NUMB: The Tilted Chair of Horrors

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Bill Murray: Still from Little Shop of Horrors, 1986

I’d rather be tied to a chair with my eyelids taped open during the evil midnight screening of Clown Town — in the middle of a theater full of evil clowns in an evil clown city — than to be bibbed and gauzed in a reclining chair with four hands shoved in my mouth, trying to make small talk and laugh at tepid jokes while trying not to choke on my own spit at some dentist’s office.

Anyone who chooses to spend 8 or more hours a day within kissing distance of rotten teeth, diseased gums, and cat-shit breath needs to be sedated and tucked away somewhere no sharp objects are allowed (also, no benign-looking power tools), along with all the birthday party clowns and middle-school teachers.

(Translation: Clowns and dentists, fuck off. Middle school teachers, why?!? and also, I’m sorry for being a middle school student once.)

I’m kind of an expert on the wonder that is the dental chair. It used to be a point of pride for me to be able to hold my mouth open, at the precise angle the dentist needed, for like eleventy hours.

I was hungry enough for praise that being patted on the back by the dentist for being SO GOOD AT HOLDING MY MOUTH OPEN was enough to make dental appointments a positive experience for me, regardless of the severity of the accompanying torture of the visit. That was before TMJ disorder, and blow jobs (also before using my TMJ disorder to get out of giving blow jobs).

I started my life on well water, non-fluoridated, so I had my first root canal when I was seven or eight. Back then, you went to an endodontist for root canals, and the closest one to where I lived was in Lubbock, TX. It was about a 90 minute drive, and after my appointment, my mom would take me to Red Lobster. And, the endodontist performed a root canal over several appointments, so we went once a month, for like 6 months, to finish one root canal.

That’s a lot of Red Lobster (and I was, unashamedly, a Red Lobster WHORE) for what was basically the equivalent of a 2-hour long procedure today. So, I started life with a positive dental relationship, even though my enamel-less teeth made me a frequent flyer.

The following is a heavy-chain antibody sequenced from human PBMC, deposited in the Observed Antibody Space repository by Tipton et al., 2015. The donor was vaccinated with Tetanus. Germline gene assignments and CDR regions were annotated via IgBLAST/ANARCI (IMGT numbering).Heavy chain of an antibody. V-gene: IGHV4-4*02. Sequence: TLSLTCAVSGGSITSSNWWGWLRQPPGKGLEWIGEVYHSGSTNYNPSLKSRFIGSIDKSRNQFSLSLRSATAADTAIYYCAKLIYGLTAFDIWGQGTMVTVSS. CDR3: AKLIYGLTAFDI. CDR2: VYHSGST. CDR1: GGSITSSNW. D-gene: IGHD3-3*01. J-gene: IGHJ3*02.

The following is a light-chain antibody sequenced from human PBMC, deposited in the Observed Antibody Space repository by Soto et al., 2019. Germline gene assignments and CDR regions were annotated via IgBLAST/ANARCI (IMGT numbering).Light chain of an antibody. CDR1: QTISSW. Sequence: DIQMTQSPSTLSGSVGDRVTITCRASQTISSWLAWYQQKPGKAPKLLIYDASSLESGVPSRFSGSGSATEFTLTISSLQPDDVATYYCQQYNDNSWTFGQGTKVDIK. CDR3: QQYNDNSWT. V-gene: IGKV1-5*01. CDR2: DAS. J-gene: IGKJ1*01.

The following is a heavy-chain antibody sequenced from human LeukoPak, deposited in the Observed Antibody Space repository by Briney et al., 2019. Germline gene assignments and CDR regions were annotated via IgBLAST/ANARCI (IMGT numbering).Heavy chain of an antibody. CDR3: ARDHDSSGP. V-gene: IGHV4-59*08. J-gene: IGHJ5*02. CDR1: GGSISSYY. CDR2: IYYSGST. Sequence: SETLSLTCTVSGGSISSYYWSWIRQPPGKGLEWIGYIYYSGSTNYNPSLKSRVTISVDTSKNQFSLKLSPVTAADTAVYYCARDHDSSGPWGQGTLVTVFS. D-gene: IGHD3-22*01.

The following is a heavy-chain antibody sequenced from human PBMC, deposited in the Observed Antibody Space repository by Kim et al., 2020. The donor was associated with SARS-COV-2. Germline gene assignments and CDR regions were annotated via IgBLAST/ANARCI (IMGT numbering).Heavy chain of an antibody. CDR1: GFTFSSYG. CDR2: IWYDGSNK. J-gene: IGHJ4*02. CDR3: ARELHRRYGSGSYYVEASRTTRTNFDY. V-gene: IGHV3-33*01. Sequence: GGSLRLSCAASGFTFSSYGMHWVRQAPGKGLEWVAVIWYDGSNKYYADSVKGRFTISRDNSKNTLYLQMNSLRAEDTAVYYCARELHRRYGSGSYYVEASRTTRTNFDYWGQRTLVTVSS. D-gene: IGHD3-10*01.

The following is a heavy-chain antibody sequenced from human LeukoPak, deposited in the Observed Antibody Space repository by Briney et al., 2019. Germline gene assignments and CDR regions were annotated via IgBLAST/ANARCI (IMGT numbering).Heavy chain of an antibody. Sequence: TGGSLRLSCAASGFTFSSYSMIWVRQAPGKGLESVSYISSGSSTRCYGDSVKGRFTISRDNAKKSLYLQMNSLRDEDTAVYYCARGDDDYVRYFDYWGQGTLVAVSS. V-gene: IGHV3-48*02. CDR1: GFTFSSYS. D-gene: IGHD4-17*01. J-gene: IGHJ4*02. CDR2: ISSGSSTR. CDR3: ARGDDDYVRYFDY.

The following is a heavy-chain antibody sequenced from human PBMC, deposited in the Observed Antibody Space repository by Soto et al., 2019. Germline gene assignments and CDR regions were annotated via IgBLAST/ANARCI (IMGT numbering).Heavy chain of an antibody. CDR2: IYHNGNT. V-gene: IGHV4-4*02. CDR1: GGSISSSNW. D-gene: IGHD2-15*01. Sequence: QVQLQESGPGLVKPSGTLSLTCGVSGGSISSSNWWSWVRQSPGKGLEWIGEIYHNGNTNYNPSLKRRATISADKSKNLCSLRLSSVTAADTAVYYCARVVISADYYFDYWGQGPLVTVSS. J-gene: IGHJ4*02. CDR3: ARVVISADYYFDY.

When we moved to Alaska, I was nine. We found a quaint, local dental establishment and immediately dove full-bore into putting our multi-syllabic (7, to be exact), unpronounceable (I know it’s 7 because now, thirty-something years later, I can say his name) Italian dentist’s six brilliant Italian kids through college.

He was a two-man operation — just him and his hygienist of the month. Sometimes, the hygienists were lovely. Sometimes, they were bitchy. But only one ruined dental visits for me forever.

I was twelve, and just about ready to get braces on my buck-toothed self. But first, I had to have (yes, another…number 6, to be exact) a root canal. By now, I was getting the whole treatment in a single sitting. I remember my dad brought me to this appointment. I remember it because he never took me anywhere, so of course, he was there on this, the day that every dental visit would be measured by forever.

I was in the chair, deep into the procedure. I’d been fully numbed-up, mouth was wide open and totally dry, and I’d entered that state of semi-consciousness one enters that makes going to the dentist a bearable experience (if you are unaware of how to enter into a semiconscious state, look me up. I’m the dissociation guru). Even with the screaming of the drill and Dr. 7 Syllables’ sausage fingers stuffed in my mouth, I felt peaceful.

Then, suddenly, I felt wet. My tongue felt it first, because it had been so dry and then, OASIS…but…not.

My dentist jumped back, knocking over his tray of torture instruments. They went flying. One landed on my leg, and I realized in that moment that my leg was wet, too. And my cheek. My hair.

Turns out SOMEONE (I don’t want to name names) had come to work with the stomach flu and had decided that upchucky feeling in her tum-tum was not a good enough reason to step the fuck away from the little girl with the wide-open mouth.

And that’s all I’m gonna say about that.

Except, until you’ve showered with what is, in essence, a glorified water-pik, you haven’t lived.

Note: The next time I went to the dentist, the same woman was there. I said, being 12 and all, “Hey! You’re the lady who puked on me!” to which she replied, “Young lady, it’s rude to remind someone of their mistakes!”

I’ve often wished that had happened in the era of heavy litigation, but alas. It was only 1985 or something. To his credit, Dr. 7 Syllables told her she could go home and she was never seen or heard from again.

I still don’t know what I want to be when I grow up, but I know I want it to be spelled right and punctuated correctly. I guess that’s something.

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